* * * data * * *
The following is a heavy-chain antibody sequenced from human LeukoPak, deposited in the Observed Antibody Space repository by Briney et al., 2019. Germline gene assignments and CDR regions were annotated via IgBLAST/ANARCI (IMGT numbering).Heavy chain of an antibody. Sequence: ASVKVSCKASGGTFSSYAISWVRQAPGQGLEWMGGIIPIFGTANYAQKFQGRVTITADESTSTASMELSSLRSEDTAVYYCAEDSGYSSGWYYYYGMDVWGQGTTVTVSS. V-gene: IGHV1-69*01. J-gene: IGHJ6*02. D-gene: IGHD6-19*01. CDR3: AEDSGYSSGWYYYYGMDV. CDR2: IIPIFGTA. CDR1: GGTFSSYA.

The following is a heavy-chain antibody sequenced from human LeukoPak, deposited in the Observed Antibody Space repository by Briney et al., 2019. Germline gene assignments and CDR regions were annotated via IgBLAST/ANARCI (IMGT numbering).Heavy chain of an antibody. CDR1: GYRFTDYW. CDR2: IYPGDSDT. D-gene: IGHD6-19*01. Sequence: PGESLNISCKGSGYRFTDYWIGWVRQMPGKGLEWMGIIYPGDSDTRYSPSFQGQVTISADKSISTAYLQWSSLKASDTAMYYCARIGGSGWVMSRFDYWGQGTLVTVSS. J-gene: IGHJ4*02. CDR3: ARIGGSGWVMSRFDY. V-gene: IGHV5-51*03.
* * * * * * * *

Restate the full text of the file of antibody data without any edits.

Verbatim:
The following is a heavy-chain antibody sequenced from human LeukoPak, deposited in the Observed Antibody Space repository by Briney et al., 2019. Germline gene assignments and CDR regions were annotated via IgBLAST/ANARCI (IMGT numbering).Heavy chain of an antibody. Sequence: ASVKVSCKASGGTFSSYAISWVRQAPGQGLEWMGGIIPIFGTANYAQKFQGRVTITADESTSTASMELSSLRSEDTAVYYCAEDSGYSSGWYYYYGMDVWGQGTTVTVSS. V-gene: IGHV1-69*01. J-gene: IGHJ6*02. D-gene: IGHD6-19*01. CDR3: AEDSGYSSGWYYYYGMDV. CDR2: IIPIFGTA. CDR1: GGTFSSYA.

The following is a heavy-chain antibody sequenced from human LeukoPak, deposited in the Observed Antibody Space repository by Briney et al., 2019. Germline gene assignments and CDR regions were annotated via IgBLAST/ANARCI (IMGT numbering).Heavy chain of an antibody. CDR1: GYRFTDYW. CDR2: IYPGDSDT. D-gene: IGHD6-19*01. Sequence: PGESLNISCKGSGYRFTDYWIGWVRQMPGKGLEWMGIIYPGDSDTRYSPSFQGQVTISADKSISTAYLQWSSLKASDTAMYYCARIGGSGWVMSRFDYWGQGTLVTVSS. J-gene: IGHJ4*02. CDR3: ARIGGSGWVMSRFDY. V-gene: IGHV5-51*03.